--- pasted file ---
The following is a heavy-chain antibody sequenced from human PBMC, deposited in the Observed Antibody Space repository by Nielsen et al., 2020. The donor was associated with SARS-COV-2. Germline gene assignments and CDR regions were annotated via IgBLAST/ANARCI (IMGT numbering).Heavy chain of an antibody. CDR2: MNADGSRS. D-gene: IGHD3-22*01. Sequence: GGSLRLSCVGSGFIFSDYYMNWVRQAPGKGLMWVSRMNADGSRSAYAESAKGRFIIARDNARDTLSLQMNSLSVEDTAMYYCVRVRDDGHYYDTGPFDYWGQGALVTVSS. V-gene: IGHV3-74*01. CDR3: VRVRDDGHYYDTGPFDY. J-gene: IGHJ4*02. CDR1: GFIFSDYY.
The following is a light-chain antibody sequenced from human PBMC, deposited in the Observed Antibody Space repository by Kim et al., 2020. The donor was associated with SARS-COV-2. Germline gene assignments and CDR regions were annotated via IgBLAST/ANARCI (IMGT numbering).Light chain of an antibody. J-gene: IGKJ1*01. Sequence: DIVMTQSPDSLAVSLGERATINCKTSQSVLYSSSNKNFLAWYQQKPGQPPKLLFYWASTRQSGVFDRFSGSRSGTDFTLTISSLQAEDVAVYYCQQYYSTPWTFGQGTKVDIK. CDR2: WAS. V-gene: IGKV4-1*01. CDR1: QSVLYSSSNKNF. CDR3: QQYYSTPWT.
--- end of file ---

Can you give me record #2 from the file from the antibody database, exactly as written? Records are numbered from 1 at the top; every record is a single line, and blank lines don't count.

The following is a light-chain antibody sequenced from human PBMC, deposited in the Observed Antibody Space repository by Kim et al., 2020. The donor was associated with SARS-COV-2. Germline gene assignments and CDR regions were annotated via IgBLAST/ANARCI (IMGT numbering).Light chain of an antibody. J-gene: IGKJ1*01. Sequence: DIVMTQSPDSLAVSLGERATINCKTSQSVLYSSSNKNFLAWYQQKPGQPPKLLFYWASTRQSGVFDRFSGSRSGTDFTLTISSLQAEDVAVYYCQQYYSTPWTFGQGTKVDIK. CDR2: WAS. V-gene: IGKV4-1*01. CDR1: QSVLYSSSNKNF. CDR3: QQYYSTPWT.